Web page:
Personal and Family Stories
Techniques For Remembering and Sharing Family StoriesPeople of all ages
hunger to remember, learn and share the stories of their lives and
those of the people who came before them, but little time is given
today to collecting or sharing them. Forces such as television,
separation of families through immigration and moving, and the fast
pace of life have all contributed to less time spent really engaging
in conversation between family members. Studies have shown that
children who are talked to and listened to are more educationally
and emotionally literate. Children who hear stories about themselves
, their parents and ancestors have higher self-esteem as they feel
connected to others, and view their lives as important. Below are
some suggestions for how parents, grandparents and teachers can
remember, and help others to remember family stories at home or in
By Elisa Pearmain
Create a memory box for yourself of objects and photographs that
remind you of events and places from your past. Bring the box out
at meal or holiday time to share with others. If you are interviewing
a relative about their history, have that person show you objects in
their home that remind them of other people places and events. Help
them create a memory box. Create a box for different relatives from
your past, and for each child in your family for their future.
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Using large sheets of paper, draw the floor plan of a place that is
important to you. It could be a house, an outdoor space such as a park
or back yard, or a whole neighborhood. Show the floor plan to others and
tell them the memories that you asociate with each place. Using sticky
paper or writing directly on the map you can capture the memories that
come back to you of that place.
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Most of us freeze up when someone asks us to tell them a story.
Although we have thousands of memories stored in our heads that big
question can be overwhelming. So start small. Memories are triggered by
association so get very specific with yourself or the person you are
interviewing. Make a list of the types of events that you would like to
hear or tell family stories about. Here are some examples:
Memories from specific time periods,
objects passed down,
how people met,
how people got their names,
where were you when stories,
family stories of supernatural events,
most happy, sad, scared, confusing, transforming, embarrasing moments,
what it was like when they were young,
interesting, famous or infamous relatives.
Brainstorm your list of questions and themes before the interview.
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Brainstorming on paper
Make a list either chronologically or by theme of every memory that you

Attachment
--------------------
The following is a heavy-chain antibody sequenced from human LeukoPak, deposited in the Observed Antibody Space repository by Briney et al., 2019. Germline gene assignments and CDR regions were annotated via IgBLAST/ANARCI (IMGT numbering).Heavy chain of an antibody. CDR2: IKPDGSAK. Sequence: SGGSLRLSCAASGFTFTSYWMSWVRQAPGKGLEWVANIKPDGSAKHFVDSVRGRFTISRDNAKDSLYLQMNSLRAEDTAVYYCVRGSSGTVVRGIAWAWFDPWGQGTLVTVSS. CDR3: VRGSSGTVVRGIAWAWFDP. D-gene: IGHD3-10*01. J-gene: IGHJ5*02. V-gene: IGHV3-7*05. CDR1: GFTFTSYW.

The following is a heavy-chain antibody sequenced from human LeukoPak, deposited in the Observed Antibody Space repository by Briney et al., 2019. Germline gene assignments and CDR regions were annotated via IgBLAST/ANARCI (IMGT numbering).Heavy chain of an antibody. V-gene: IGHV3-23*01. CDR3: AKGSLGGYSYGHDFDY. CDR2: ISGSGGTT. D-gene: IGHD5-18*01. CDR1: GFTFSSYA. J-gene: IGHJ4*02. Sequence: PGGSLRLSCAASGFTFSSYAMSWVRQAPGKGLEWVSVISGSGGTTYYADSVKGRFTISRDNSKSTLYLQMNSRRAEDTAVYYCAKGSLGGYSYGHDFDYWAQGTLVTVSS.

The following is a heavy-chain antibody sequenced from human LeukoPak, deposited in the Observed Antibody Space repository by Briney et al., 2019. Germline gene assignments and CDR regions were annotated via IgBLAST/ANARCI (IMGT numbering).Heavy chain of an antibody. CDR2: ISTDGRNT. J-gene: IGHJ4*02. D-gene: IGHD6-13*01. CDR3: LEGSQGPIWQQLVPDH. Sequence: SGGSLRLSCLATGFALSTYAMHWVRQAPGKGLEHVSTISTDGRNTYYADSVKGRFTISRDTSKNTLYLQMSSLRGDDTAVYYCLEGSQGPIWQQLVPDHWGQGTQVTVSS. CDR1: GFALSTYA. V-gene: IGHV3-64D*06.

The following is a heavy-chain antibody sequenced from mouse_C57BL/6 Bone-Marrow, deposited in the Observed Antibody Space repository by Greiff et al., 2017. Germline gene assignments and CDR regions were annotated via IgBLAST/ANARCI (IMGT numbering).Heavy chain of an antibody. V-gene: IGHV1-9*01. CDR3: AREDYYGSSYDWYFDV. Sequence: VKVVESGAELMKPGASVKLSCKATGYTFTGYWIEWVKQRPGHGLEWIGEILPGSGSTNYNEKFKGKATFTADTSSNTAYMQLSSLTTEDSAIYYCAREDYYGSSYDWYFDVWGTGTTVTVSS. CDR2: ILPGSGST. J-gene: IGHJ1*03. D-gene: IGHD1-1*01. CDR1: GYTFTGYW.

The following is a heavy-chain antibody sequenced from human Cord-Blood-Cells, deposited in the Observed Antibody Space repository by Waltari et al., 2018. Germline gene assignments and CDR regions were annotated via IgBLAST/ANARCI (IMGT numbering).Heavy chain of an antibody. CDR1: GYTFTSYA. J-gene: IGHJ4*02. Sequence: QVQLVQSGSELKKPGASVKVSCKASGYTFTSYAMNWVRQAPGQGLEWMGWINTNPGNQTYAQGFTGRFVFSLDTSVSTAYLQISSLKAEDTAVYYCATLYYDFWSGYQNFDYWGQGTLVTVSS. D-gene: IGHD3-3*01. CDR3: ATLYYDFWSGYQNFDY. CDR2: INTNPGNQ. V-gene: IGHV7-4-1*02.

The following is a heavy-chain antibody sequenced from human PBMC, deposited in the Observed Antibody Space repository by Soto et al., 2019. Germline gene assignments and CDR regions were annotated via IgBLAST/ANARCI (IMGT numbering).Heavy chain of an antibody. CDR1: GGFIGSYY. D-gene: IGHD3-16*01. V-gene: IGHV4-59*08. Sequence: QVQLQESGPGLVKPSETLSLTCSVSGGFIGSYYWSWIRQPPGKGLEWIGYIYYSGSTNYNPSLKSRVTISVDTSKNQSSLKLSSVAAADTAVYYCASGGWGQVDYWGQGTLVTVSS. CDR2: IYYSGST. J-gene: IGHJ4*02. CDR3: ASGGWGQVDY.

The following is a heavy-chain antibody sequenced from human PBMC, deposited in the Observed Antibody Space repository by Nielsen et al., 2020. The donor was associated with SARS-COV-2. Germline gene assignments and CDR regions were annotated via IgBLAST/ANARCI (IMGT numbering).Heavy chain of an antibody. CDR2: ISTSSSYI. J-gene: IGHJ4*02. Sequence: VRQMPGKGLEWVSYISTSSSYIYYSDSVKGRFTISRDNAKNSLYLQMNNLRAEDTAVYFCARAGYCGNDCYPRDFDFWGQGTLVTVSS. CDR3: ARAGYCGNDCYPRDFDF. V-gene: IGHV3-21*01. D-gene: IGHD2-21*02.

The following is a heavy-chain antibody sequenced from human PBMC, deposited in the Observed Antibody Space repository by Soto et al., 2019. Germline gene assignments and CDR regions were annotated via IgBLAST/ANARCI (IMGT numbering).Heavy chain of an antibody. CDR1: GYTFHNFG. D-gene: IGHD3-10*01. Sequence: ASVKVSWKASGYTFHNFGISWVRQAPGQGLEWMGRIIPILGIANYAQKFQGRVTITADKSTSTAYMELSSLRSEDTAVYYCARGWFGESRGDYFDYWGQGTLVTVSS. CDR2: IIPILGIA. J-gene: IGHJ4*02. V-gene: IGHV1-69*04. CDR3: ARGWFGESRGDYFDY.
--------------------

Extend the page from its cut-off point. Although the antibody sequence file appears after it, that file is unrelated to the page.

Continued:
can think of. It need not be a complete “story”. See how one memory
Story Mapping or Webbing - In the middle of a piece of paper write the
name of an event or person or place. Around it in little bubbles put
memories that relate to the one in the middle.
Kitchen Table Style Brainstorming
The best way to get grease the old memory is to get together with a
group of people and just start sharing memories. If you are interviewing
someone on a particular subject you can get things going by sharing a
few memories of your own, or anecdotes that you have heard or read. In
the classroom the teacher can start the process with a short story that
has a theme that the kids are likely to be able to have story memories
to add to.
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Using literature to bring back story memories.
Share biographical picture books, written short stories, or musical
stories to develop curiosity in kids and story memories in parents.
Have a food celebration Make a favorite recipe that has been
passed down, bring the foods together with others and share about who
made up the recipe and where and when they used to eat it.
Make a family history book together
Get all of your relatives involved in writing down and gathering family
history information. Collect photographs and beside each one write stories
and anecdotes about the people, bringing them to life for future
generations. Include letters, diary entries, family trees, newspaper
headlines, favorite songs, poems, and recipes in your book. A wonderful
way to ease the grieving process if a family member has died, is to
have everyone write down or share a favorite memory of that person and
to put them together into such a book.
Make a family history audio
or video tape Interview relatives about family history and make
copies for everyone to save and treasure.
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Hire Elisa to come and
lead a Family Stories workshop in your school, church or library!
Elisa Pearmain M.Ed Storyteller & Author
E-mail Elisa today!
PO Box 634 Lincoln, MA 01773 (781) 259-0492